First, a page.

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Headword: *ai)gupio/n
Adler number: alphaiota,74
Translated headword: vulture, black vulture
Vetting Status: high
Thus the ancients [referred to a vulture], [i.e. ai)gu/pios] rather than gu/y.[1]
But [sc. also attested is] ai)gupiw=n in the [genitive] plural, [meaning] of vultures. Herodotus [uses the word].[2]
The nominative case [is] ai)gupio/s, [meaning] the vulture.
Greek Original:
*ai)gupio/n: ou(/tws oi( palaioi/, a)ll' ou) gu=pa. *ai)gupiw=n de\ plhquntikw=s, gupw=n. *(hro/dotos. h( eu)qei=a *ai)gupio/s, o( gu/y.
The headword is in the accusative case, evidently quoted from somewhere (perhaps Sophocles, Ajax 169).
[1] Likewise or similarly in other lexica. LSJ s.v. *ai)gupio/s suggest that "both words seem to be generic terms, but ai). is an older word chiefly found in poetry" (web address 1). However, more expert opinion regards only gu/y as generic, and *ai)gupio/s as the larger black vulture, Aegypius monachus: so Nan Dunbar in her commentary on Aristophanes' Birds (Oxford 1995) 517.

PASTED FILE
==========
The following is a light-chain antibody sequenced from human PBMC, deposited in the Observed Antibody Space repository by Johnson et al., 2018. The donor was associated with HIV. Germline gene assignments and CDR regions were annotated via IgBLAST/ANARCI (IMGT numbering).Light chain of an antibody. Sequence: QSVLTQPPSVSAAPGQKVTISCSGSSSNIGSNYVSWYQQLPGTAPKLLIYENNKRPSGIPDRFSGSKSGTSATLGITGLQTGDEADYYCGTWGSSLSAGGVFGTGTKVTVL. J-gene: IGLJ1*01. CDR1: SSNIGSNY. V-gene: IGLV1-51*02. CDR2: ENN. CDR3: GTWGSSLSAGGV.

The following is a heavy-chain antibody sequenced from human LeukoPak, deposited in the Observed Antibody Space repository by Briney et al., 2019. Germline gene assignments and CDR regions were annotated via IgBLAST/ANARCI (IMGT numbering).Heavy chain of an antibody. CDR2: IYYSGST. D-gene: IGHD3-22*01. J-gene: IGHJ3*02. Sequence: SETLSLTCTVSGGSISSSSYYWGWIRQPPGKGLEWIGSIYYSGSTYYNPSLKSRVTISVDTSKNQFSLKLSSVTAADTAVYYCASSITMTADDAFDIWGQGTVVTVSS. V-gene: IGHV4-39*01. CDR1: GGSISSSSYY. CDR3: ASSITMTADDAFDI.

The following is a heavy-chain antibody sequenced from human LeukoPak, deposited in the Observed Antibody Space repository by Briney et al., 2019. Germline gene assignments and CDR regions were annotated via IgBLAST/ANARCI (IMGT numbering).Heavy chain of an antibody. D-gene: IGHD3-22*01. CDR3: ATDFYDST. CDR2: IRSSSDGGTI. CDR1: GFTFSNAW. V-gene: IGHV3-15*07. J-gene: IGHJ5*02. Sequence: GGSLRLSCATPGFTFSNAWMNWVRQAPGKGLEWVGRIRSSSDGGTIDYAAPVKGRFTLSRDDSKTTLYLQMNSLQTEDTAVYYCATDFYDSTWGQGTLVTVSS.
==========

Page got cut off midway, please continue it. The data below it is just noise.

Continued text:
[2] Herodotus 3.76.3 (web address 2).
Associated internet addresses:
Web address 1,
Web address 2
Keywords: definition; dialects, grammar, and etymology; historiography; poetry; tragedy; zoology
Translated by: Cindy Whitcomb on 14 May 2002@12:33:42.
Vetted by:
David Whitehead (modified headword and translation; streamlined notes; added keywords) on 15 May 2002@05:42:51.
Catharine Roth (fixed links) on 20 May 2002@15:52:26.
David Whitehead (augmented notes and keywords; tweaks and cosmetics) on 14 August 2009@07:10:31.
David Whitehead (tweaks and cosmetics) on 11 May 2012@06:39:15.
Catharine Roth (upgraded link) on 11 May 2012@23:57:16.


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